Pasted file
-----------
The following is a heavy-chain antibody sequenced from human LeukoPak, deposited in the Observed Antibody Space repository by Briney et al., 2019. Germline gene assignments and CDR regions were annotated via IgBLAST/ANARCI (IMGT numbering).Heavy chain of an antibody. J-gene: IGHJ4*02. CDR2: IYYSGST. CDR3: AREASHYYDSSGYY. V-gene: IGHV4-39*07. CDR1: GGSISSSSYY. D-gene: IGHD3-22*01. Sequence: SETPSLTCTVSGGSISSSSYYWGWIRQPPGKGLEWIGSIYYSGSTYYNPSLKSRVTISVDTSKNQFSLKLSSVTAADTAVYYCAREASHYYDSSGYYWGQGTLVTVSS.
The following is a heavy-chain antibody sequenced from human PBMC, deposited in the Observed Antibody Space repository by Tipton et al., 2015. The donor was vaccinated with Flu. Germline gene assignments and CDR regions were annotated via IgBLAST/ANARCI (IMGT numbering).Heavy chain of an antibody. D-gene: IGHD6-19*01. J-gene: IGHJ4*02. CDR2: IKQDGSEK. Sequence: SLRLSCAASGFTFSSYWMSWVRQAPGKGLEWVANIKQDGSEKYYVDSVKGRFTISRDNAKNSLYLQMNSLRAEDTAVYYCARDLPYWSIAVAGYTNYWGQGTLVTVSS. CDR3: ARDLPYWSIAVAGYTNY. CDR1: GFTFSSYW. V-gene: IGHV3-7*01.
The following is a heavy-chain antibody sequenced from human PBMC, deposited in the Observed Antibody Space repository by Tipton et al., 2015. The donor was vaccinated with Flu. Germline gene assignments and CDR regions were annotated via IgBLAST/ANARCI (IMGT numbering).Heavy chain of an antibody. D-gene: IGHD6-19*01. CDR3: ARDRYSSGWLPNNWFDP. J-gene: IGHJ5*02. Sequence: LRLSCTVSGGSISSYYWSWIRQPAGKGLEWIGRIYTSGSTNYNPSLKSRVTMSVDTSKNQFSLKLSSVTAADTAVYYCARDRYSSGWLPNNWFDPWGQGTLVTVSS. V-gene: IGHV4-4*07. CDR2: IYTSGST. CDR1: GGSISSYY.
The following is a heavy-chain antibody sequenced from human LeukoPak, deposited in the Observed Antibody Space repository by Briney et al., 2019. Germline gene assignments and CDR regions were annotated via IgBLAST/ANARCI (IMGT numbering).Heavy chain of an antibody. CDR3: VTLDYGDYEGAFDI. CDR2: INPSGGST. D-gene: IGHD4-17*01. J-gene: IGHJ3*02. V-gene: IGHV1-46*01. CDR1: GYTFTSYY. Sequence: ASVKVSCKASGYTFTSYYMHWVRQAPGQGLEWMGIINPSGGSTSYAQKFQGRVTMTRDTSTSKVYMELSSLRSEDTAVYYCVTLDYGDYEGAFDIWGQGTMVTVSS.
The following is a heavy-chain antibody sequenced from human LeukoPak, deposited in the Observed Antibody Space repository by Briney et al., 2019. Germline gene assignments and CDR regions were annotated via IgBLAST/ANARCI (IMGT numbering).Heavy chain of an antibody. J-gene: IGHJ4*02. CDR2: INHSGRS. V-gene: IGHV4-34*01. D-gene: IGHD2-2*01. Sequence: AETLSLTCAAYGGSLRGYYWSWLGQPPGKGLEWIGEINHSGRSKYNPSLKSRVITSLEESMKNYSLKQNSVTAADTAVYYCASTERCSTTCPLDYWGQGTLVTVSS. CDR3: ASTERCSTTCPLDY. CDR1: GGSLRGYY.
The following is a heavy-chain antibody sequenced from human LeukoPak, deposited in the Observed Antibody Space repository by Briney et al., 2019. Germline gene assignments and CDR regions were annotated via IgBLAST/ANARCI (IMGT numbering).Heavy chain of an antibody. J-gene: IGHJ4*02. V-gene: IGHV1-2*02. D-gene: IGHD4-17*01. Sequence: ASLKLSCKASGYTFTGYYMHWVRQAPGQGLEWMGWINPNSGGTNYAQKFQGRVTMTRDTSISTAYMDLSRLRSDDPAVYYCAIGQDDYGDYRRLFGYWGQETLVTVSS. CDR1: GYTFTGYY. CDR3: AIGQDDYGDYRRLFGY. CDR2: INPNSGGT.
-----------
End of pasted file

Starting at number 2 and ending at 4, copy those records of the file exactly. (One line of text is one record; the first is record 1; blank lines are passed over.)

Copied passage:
The following is a heavy-chain antibody sequenced from human PBMC, deposited in the Observed Antibody Space repository by Tipton et al., 2015. The donor was vaccinated with Flu. Germline gene assignments and CDR regions were annotated via IgBLAST/ANARCI (IMGT numbering).Heavy chain of an antibody. D-gene: IGHD6-19*01. J-gene: IGHJ4*02. CDR2: IKQDGSEK. Sequence: SLRLSCAASGFTFSSYWMSWVRQAPGKGLEWVANIKQDGSEKYYVDSVKGRFTISRDNAKNSLYLQMNSLRAEDTAVYYCARDLPYWSIAVAGYTNYWGQGTLVTVSS. CDR3: ARDLPYWSIAVAGYTNY. CDR1: GFTFSSYW. V-gene: IGHV3-7*01.
The following is a heavy-chain antibody sequenced from human PBMC, deposited in the Observed Antibody Space repository by Tipton et al., 2015. The donor was vaccinated with Flu. Germline gene assignments and CDR regions were annotated via IgBLAST/ANARCI (IMGT numbering).Heavy chain of an antibody. D-gene: IGHD6-19*01. CDR3: ARDRYSSGWLPNNWFDP. J-gene: IGHJ5*02. Sequence: LRLSCTVSGGSISSYYWSWIRQPAGKGLEWIGRIYTSGSTNYNPSLKSRVTMSVDTSKNQFSLKLSSVTAADTAVYYCARDRYSSGWLPNNWFDPWGQGTLVTVSS. V-gene: IGHV4-4*07. CDR2: IYTSGST. CDR1: GGSISSYY.
The following is a heavy-chain antibody sequenced from human LeukoPak, deposited in the Observed Antibody Space repository by Briney et al., 2019. Germline gene assignments and CDR regions were annotated via IgBLAST/ANARCI (IMGT numbering).Heavy chain of an antibody. CDR3: VTLDYGDYEGAFDI. CDR2: INPSGGST. D-gene: IGHD4-17*01. J-gene: IGHJ3*02. V-gene: IGHV1-46*01. CDR1: GYTFTSYY. Sequence: ASVKVSCKASGYTFTSYYMHWVRQAPGQGLEWMGIINPSGGSTSYAQKFQGRVTMTRDTSTSKVYMELSSLRSEDTAVYYCVTLDYGDYEGAFDIWGQGTMVTVSS.